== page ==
August is National Immunization Awareness Month, dedicated to furthering efforts to provide what are oftentimes lifesaving vaccinations to those in need. While media coverage of the flu vaccine has become a seasonal commonplace, vaccines are currently being sought for many modern large-scale epidemics.
One of the greatest global public health risks facing the world today is malaria, an infectious disease transmitted by a parasite transmitted by mosquitoes, that the Centers for Disease Control and Prevention (CDC) estimates as responsible for over 1 million deaths each year. With estimates as high as 500 million new cases annually, perhaps the most frightening news is that current climate changes may cause these numbers to rise in the coming years.
“Forty-one percent of the human race lives in areas of high malaria transmission,” says Dr. Sylvain Fleury, chief scientific officer at Mymetics, a Swiss vaccine biotech currently developing a vaccine with the potential to control malaria in developing countries. “Because Europe, North America, and North Asia are now significantly colder than regions of high malaria incidence, developed nations have felt immune from the malaria threat, but that sense may soon be upended.”
Europe’s average temperature has increased by nearly one degree Celsius (approximately 1.5 degrees Fahrenheit) during the past century, and the world’s average temperature could rise by another 3.5 degrees Celsius (six degrees Fahrenheit) by 2100. Studies have shown that even such modest temperature increases could extend the proliferation of malaria-bearing mosquitoes. Therefore, as temperatures rise, billions of people could find themselves living in regions of high malaria incidence.
“The best way to prevent the spread of malaria into warming areas of the globe is to find a solution before the situation worsens,” says Fleury. “If we can begin to curb the spread of malaria in high-threat areas, the eventual reach of the disease will be seriously limited.”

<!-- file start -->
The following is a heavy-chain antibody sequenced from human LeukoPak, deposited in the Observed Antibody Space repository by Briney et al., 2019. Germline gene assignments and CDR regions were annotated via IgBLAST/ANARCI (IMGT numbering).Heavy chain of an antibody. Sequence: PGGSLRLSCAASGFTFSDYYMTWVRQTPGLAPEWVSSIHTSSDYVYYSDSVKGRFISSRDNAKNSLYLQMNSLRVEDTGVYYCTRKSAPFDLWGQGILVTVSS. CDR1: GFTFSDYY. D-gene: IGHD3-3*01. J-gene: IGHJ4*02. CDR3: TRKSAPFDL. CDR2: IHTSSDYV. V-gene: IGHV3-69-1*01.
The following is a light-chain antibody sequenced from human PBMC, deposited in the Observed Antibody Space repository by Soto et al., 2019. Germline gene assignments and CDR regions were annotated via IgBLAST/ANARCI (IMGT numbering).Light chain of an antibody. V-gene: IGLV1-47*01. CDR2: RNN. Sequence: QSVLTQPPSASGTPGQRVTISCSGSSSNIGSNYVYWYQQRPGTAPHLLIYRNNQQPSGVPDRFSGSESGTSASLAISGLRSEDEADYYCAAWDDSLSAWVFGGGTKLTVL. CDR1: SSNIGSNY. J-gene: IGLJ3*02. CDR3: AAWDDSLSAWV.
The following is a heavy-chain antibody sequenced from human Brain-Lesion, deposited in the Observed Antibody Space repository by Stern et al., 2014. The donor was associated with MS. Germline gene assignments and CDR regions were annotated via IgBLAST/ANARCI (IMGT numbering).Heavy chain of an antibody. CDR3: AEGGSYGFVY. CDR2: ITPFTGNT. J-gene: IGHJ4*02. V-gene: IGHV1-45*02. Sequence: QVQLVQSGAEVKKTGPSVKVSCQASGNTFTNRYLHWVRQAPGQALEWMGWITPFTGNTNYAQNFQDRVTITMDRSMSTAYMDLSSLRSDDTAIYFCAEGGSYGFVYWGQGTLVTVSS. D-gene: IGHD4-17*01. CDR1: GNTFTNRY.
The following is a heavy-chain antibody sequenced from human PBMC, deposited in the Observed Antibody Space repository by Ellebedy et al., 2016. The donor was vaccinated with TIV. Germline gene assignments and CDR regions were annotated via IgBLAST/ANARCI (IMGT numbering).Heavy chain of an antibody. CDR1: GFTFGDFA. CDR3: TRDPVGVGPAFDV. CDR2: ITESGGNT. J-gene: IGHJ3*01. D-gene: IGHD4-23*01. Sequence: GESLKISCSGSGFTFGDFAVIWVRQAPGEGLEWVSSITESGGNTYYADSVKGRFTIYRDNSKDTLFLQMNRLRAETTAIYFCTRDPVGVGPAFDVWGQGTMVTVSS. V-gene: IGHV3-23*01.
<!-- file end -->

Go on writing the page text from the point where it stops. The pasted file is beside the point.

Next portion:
With malaria already gaining hold in areas that had previously eradicated the disease – Peru, which eliminated malaria 40 years ago, reported 64,000 cases last year alone; America saw 1,337 cases, including eight deaths, as recently as 2002 — the importance of developing a vaccine for the disease is becoming more and more urgent.
Professor Odile Mercereau-Puijalon, of the Pasteur Institute in Paris, and a member of the malaria scientific board of the Gates Foundation, wrote that he was “impressed” by Mymetics’ scientific approach to vaccine development, and described the company’s development-stage vaccine candidates as “exciting.” Vaccines typically employ an “antigen,” or agent that induces disease-fighting immunity. Mymetics delivers malaria antigens through a particle called a “virosome,” which is essentially an empty, non-infectious virus particle.
Virosomes serve as vehicles for introducing the antigen to the immune system, and also provide immune stimulation on their own thereby avoiding the necessity of any adjuvant addition. Furthermore, Mymetics’ vaccine design combines both this cutting-edge technologic platform and an innovative antigen engineering that minimizes human protein homologies in order to avoid any potential autoimmune developments. Finally, Fleury stated “We also believe that the vaccine effectiveness will be improved by targeting the different maturation forms of the parasite during the infectious cycle, instead of the classical strategy to target only one of them.”
Source: Mymetics Corporation